Bar Mitzvah Presence


PROVIDENCE – At my bar mitzvah in 1946 – the first postwar year at Temple Emanu-El – the front row guest, in splendid finery and feathers, looking at me beside the pulpit, was my sort-of grandmother.

Clara wasn’t quite my grandmother.  Perhaps more than that, or maybe less than that.  She was the second wife of Harry, my father’s father.  Clara’s niece met Harry’s son, so my mother and father met as first cousins by marriage and, in time, I was born.

Clara was a formative figure in my destiny.  She was always “Auntie” to my mom and was both a stepmother and the closest thing to a mother-in-law to my dad.  Their homestead, at the top of my hillside, was all I knew of genealogy and ancestry.  Yes, there were also two lost grandmothers from each branch, but Clara symbolized both “sides” of my roots.

And how did she fit into my boyhood routine?  Well, for one thing, she was no bubbe.  She baked ordinary American chocolate cupcakes, not knishes or other exotic delicacies.  For another, she taught us proper manners at the start of the era of casual behavior in the U.S.  She always left something upon her plate when she came for tea or for cards and dinner on Sundays.  “You should never appear to need more and never ask for a second serving.  Wait until asked, never demand.”

Clara was proud of her mysterious background.  She kept many photographs, and even paintings, of her glamorous youth.  She enjoyed showing off to me if I stopped by on my way home from the nearby grammar school for a quick cupcake treat as well as a visit to the canary or the goldfish in the little den with its wicker furniture.  She would take out the album of images of her Gibson Girl past.  I never quite understood her pride in her appearance.  As children, we accept the standards of beauty set before us on screen and upon the pages of popular magazines.  That “beehive” figure held no allure for me, except for my respect for the intimidating presence of Clara herself.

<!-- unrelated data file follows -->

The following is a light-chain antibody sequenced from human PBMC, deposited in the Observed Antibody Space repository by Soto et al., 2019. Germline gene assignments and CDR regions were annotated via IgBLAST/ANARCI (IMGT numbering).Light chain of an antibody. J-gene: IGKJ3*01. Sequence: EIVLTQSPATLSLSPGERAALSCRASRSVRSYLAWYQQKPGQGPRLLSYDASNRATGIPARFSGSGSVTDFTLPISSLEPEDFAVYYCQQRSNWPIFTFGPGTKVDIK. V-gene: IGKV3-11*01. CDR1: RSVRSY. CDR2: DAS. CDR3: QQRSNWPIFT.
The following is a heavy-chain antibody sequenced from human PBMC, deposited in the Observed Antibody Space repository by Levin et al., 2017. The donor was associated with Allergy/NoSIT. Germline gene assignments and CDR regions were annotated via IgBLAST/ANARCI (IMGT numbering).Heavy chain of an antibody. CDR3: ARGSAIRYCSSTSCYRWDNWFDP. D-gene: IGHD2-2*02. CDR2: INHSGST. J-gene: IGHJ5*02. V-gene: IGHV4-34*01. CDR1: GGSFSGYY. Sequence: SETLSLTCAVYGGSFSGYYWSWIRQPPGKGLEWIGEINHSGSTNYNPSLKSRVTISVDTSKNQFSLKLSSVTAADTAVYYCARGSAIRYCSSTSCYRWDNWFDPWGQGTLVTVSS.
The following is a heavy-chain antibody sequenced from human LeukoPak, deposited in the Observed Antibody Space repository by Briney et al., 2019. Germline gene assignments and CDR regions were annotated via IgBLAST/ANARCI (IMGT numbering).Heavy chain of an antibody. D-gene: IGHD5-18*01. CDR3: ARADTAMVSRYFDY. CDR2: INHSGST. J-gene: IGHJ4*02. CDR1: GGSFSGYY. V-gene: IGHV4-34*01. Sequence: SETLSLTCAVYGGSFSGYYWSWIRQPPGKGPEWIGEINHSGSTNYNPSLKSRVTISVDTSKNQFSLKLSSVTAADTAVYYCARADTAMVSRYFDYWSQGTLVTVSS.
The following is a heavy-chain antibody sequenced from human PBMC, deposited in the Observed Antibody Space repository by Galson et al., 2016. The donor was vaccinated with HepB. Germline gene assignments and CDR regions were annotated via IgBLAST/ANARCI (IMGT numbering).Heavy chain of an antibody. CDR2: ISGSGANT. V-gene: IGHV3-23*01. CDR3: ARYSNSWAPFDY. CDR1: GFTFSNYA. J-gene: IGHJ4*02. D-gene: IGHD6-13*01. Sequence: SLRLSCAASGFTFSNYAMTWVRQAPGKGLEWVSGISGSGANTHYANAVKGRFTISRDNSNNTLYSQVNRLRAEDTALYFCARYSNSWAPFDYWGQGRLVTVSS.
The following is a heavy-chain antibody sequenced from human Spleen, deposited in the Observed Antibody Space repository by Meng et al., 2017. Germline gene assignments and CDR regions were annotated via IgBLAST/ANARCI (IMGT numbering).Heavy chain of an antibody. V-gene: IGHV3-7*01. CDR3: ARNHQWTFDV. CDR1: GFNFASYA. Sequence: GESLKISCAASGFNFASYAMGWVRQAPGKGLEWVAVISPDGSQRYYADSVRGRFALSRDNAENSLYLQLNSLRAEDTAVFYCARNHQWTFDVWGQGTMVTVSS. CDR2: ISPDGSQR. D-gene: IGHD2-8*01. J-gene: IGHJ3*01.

Sometimes I would see her at the local cinema, the Hope Theatre, or at the town beach in Narragansett.  As I grew up, I grew away, but in my heart I sympathized with her plight and her innate dignity.

Another significant facet of the Clara phenomenon was her artistic flair and craftsman competence.  Her younger child and only son, Herbert, was a renowned artist and was born with skillful fingers.  He fashioned my toys, painted murals on the walls of our playroom basement and, later in our shared history, created my lifelong career at the Rhode Island School of Design, using his reputation for talent to promote me as a writer and speaker.  He depicted his mother in his printmaking and portraiture work as she looked when young and wrote me descriptions of her character as a mother.  He defended her from her family foes with his filial respect and affection – never merely sentimental, but admiring, not adoring.  “A simple, straightforward country woman!” he once penned in a letter to me. He intended those words not scornfully, but rather in awe of her independence and competence, traits he perhaps inherited from her.  As her fortunes and family declined, and the castle in which she reigned also diminished, she withdrew.  I recall the day of her funeral and my mother’s tears of regret that, toward the end, we had neglected to pay her adequate court.

My mother and her Canadian sisters remembered her elegance of long ago and visited her formally whenever the opportunity arose.  Another, and major, aspect of my deep interest in Clara and her legacy was that she kept in touch with our Rumanian relatives, before, and during, the dreadful years of the thirties and forties.  Vague and cloudy though the memory may be, I do recall that when she realized that her correspondence with Bucharest and Podu Iloaiei  had ended horribly, she turned away from me and wept quietly on the small, short sofa in that sunroom with its plants and its canary and its jar of goldfish.   There was nothing noble, distinguished or intimately personal – that I knew of – about the extended family left behind in East Europe.  There was, for me, just the devotion of Clara to our connection to generations past and away, bygone and tragic.  She had the flag in her window that gave me the pride of having a close relative fighting the war for liberation and rescue.  She had the sepia postcards with the letters in Hebrew, Yiddish and Rumanian, and a few words in English. And she had the tapestry with her initials “C.C.,” for Clara Cohen, surrounded by roses and peacocks and kept both above and upon the grand piano in the parlor. All objects that I now own. They mutely witness a lonely life, a difficult sojourn in my neighborhood and all I truly have as a Jewish heritage.

Mike Fink ( is an English professor at RISD and writes a regular column for The Jewish Voice.